[For Better Call Saul “Gloves Off” or any other recaps on Fetchland, assume the presence of possible spoilers.]
Gloves Off. Mike considers a lucrative proposal that may bring about dire circumstances.
“Gloves Off” is appropriately titled not just because there’s a bare knuckled beatdown in a parking lot but also because Jimmy finally starts to get real with Chuck and in his face tells him to fight, “Come on, get down in the dirt with me!” he yells. But this one’s more about Mike’s battle than Jimmy’s and thus the episode begins and ends with Mike.
He gets home late at night with a split open, puffed out eye – like Rocky at the end of the big fight. Mike clutches a pair of keychain-sized silver and diamond studded boxing gloves, settling into his armchair with a bag of crinkle cut carrots pressed against his busted eye. Fact is, the episode title also can simply be taken literally. Mike got those gloves off someone and his whole story for this episode revolves around that seemingly small fact. It’s one of those episodes that starts at the end and then circles back – for emphasis.
In the next scene we see Jimmy’s homemade ad playing for the head partners at Davis & Main and they’re upset for lots of reasons; he used his own voice, they have their tighty whiteys all in bunches, etc. Jimmy apologizes for his exuberance but reminds them of all the phonecalls they’re now getting for the case. It’s a boon for them! Why can’t they see that? Well, they’re busy picking those wedgies… for one. Davis & Main’s namesakes don”t see the bright side and tell him to stop “selling” and that exuberance is no excuse. They worry that Jimmy “can’t fit in” and warn him to expect a lot more scrutiny going forward. He calls Kim and leaves a voicemail but she doesn’t get the message because she’s busy getting grilled by Chuck and Howard, who clearly suffer from their own paroxysms of undies up the wazoo.
Next we see Nacho explaining to Mike exactly how he’d like see his partner, Tuco, killed and Mike gives feedback. He points out that killing your partner is a bell you can’t unring. Nacho then explains the circumstances that make it either “him or me” with his partner; namely that Tuco’s on drugs again. This makes him unpredictable, violent, and paranoid – not exactly the ideal drug dealing business partner… Then Nacho tells Mike he’ll pay $50K and that ends the conversation.
Then Jimmy finds out Kim’s being punished and was put in document review for not telling the office what Jimmy did. He’s outraged on her behalf. Jimmy visits Chuck, who’s wiped out from all the well poisoning he’s been doing at the office and so, lies on his couch with the shades drawn nestled under an aluminum foil blanket. Next we see Mike buying a gun in a hotel room from a guy with a suitcase and a lot of know-how. It’s clear from the interaction that Mike knows his way around hardcore guns and ammo but he ends up deciding not to buy a gun after all.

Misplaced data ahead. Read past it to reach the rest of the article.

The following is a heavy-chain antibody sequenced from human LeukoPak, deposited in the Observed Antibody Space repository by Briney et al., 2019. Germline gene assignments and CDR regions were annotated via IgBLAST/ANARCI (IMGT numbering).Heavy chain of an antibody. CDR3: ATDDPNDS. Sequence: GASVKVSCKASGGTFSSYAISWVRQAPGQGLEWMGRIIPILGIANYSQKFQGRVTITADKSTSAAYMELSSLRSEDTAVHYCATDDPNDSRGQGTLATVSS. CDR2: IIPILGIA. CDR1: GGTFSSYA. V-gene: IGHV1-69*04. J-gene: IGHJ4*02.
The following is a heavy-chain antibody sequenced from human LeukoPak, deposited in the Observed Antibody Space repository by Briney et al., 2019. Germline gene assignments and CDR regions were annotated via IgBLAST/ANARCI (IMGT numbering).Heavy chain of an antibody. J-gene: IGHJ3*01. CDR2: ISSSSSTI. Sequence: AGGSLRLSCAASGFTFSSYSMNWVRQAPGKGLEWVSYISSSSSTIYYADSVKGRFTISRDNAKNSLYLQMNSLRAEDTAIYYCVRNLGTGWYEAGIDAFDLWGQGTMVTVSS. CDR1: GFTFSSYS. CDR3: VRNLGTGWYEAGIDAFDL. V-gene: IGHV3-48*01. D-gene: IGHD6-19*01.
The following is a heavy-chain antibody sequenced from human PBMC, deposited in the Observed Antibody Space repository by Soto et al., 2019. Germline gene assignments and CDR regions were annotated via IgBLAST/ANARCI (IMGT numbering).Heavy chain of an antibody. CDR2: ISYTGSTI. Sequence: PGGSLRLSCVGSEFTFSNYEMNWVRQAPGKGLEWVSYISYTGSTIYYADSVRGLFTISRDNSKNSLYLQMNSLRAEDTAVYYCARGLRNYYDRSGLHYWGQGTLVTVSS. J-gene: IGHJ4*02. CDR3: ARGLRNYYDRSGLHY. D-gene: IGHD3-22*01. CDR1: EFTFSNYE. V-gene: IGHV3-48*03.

Then Chuck wakes up surprised to see Jimmy still by his side but he’s not there with good tidings. Jimmy confronts Chuck about what they did to Kim; saying that Howard is Chuck’s puppet and not to punish Kim for what he did. Jimmy tells him Kim didn’t know about the commercial until after it had already aired. Chuck is, of course, an asshole about it and says Kim should have known better because she knows Jimmy and thus should expect him to do the wrong thing. Now it’s time for Jimmy to get feisty. He makes Chuck an offer; he’ll stop practicing law completely if Chuck just puts Kim back into her former position at the firm and all’s forgiven for her sake. It’s a tempting deal for Chuck but he says he can’t because it’s essentially extortion and he’s all about rules. In fact, Chuck’s drowning in all the rules he lives by. The rules he worships have replaced any semblance of actual life Chuck might have had. So, this was Jimmy’s “Gloves Off” moment with Chuck, the rule-breaker extraordinaire, but the fight ends in a draw. Nobody wins. We get the impression, though, that the gloves are gonna stay off between these brothers.